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JONESIE: Caution, major life intersection ahead

June 09, 2016 - 3:17 PM



When I grew up, having your own vehicle was a status symbol. But where I grew up, it was crucial.

We were 2,500 people surrounded by forest that seemed to stretch on forever. No farms, no ranches, no cities or towns for an hour in any direction, by the speed limit, anyway.

It was like a tiny island.

When I bought my motorcycle from a friend, something changed. I thought the world opened up. I could go everywhere and I tried. I was in complete control. For one week, at least, before it was stolen.

I often think of that week in my life. I was bitter about the outcome but that didn't last. It was overshadowed by something significant. I never really understood what until now.

Trauma is like that.

My son got his licence this week and it feels a little like I went through a windshield.

First off, that makes me old enough to have children old enough to drive. That’ll screw up anybody’s head. Seems like yesterday he demanded to walk to school without me, then did. I know because I followed him.

Except that wasn’t yesterday. That was ten years ago. I feel a sudden urge to do something childish-slash-dangerous.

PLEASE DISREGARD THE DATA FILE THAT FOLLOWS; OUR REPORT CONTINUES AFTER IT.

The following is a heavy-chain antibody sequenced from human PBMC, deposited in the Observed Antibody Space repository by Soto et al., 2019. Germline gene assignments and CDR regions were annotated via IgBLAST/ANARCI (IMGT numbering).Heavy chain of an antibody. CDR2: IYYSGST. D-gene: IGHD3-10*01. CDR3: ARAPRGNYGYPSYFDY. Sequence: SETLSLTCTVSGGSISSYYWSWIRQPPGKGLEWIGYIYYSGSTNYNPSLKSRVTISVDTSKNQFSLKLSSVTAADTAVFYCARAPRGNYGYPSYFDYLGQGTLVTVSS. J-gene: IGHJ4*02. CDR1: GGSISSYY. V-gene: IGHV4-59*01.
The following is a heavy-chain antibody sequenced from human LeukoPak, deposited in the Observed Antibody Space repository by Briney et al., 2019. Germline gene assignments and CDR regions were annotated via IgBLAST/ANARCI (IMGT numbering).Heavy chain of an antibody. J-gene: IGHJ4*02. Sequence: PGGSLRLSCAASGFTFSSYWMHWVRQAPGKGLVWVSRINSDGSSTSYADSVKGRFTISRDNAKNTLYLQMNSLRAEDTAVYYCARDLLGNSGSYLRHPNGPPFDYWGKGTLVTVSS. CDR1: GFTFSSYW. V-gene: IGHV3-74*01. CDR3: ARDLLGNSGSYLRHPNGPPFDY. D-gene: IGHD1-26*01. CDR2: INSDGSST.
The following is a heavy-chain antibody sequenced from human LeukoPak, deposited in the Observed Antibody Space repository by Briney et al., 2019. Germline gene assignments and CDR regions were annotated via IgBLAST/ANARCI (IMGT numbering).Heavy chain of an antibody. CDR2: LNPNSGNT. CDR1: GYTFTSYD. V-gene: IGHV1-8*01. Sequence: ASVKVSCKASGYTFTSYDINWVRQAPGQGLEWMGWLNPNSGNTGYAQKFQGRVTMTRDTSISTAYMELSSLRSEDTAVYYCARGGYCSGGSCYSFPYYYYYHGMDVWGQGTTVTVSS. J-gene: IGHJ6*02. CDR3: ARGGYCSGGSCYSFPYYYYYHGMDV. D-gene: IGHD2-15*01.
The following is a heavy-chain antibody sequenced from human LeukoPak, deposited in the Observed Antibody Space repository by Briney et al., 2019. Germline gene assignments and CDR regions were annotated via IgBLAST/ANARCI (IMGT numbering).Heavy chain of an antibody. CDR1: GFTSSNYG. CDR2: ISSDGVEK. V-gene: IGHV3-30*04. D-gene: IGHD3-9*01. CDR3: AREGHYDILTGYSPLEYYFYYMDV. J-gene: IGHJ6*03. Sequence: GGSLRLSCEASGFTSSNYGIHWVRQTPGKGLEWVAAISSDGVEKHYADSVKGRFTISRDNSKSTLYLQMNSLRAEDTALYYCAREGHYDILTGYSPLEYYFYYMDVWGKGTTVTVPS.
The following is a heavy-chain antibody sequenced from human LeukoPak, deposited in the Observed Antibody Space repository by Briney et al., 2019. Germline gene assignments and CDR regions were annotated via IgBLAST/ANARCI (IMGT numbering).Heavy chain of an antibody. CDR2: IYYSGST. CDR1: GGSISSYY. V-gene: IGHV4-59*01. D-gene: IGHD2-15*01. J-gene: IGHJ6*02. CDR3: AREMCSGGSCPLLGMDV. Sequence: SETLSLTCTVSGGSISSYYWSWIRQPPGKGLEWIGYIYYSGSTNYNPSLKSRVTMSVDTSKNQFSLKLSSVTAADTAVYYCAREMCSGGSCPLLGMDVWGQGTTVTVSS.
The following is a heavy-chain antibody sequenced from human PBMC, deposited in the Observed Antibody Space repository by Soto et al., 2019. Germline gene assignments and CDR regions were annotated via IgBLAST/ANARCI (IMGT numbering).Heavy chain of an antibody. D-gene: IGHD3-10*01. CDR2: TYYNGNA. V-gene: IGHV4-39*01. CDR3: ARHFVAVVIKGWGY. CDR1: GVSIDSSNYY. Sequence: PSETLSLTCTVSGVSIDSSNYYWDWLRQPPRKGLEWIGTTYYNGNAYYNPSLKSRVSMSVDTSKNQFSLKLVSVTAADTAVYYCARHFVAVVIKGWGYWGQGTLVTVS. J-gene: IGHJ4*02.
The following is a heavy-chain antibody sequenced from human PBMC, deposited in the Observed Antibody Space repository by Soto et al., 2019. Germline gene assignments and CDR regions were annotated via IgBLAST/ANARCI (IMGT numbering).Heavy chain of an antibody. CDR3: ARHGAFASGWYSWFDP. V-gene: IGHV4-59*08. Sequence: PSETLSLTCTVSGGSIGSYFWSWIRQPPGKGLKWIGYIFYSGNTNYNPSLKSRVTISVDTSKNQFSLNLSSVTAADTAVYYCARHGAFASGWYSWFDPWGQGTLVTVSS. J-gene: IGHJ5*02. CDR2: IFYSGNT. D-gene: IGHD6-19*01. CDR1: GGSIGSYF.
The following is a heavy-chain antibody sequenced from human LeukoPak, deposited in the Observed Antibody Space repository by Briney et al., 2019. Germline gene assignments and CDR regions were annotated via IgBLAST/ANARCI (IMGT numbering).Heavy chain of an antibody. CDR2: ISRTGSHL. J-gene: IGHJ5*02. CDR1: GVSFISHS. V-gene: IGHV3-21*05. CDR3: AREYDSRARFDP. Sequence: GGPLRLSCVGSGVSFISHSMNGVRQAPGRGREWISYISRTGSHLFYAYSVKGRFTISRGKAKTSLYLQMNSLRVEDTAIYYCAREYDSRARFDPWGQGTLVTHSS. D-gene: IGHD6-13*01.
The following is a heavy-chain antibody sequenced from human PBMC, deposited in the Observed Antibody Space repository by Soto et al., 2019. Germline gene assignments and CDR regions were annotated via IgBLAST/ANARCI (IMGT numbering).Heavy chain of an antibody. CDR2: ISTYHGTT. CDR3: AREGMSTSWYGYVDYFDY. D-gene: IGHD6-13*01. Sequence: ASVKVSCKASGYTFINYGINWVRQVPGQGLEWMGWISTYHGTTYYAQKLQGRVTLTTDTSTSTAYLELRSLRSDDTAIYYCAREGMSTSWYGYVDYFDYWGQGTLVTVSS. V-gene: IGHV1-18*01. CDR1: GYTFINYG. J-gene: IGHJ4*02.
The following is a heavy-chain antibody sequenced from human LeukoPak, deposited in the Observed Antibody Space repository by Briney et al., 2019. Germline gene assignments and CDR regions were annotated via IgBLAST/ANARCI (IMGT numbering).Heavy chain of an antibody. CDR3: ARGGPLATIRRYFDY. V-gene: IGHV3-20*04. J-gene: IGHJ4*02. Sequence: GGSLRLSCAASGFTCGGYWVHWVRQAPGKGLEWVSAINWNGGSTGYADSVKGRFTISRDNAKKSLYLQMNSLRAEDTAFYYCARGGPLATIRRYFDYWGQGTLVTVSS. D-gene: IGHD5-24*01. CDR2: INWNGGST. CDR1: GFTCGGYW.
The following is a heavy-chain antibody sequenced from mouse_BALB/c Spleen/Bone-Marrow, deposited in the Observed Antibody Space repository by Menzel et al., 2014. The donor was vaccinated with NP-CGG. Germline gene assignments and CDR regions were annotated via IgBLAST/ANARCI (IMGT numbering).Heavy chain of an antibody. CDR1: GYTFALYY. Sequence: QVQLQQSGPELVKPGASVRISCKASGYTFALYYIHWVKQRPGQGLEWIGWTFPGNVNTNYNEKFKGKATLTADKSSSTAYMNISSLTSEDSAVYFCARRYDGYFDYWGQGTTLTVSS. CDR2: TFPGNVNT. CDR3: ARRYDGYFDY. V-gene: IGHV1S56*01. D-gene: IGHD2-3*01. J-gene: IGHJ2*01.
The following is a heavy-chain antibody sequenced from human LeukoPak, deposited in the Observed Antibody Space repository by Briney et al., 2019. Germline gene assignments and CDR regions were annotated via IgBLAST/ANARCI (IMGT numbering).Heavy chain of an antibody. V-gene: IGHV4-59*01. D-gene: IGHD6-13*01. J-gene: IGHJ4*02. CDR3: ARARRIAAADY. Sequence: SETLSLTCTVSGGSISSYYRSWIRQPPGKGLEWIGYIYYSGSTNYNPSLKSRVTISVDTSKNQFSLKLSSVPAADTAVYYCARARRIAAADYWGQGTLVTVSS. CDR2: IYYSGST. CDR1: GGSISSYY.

I shouldn’t be so weirded out. I knew this was coming. Those are my hands imprinted on the dash while we practiced driving. I should have been more prepared for the next step too. I’ve been driving with my son to and from work long enough for him to stash away enough money to shop for a truck.

Just like that, he can drive.

And he’ll have his own wheels.

Face meet windshield.

“Are you sure about this? You can just borrow ours for now.”

“I understand. Did you factor in insurance? They really ding you as a new driver. And you have to pay that every year.”

“Plus the cost of gas. It’s going back up, you know.”

“But you're not thinking of what else you can do with your money.”

I know where this road leads. And we’re going awfully fast now. I want to jam on the brakes and slow it down.

But I can’t.

We’re already here.

I’m not in that driver’s seat anymore. I’m scared because I don’t know where we go next and my instinct is to grab the wheel.

Then I remember that week, and I know. It wasn’t about a motorcycle, a road or even the freedom it brought.

It was when I understood. I was ready for what’s next. I see it in him now.

“Yes, I'll help you find your truck this weekend.”

— Marshall Jones is the editor of

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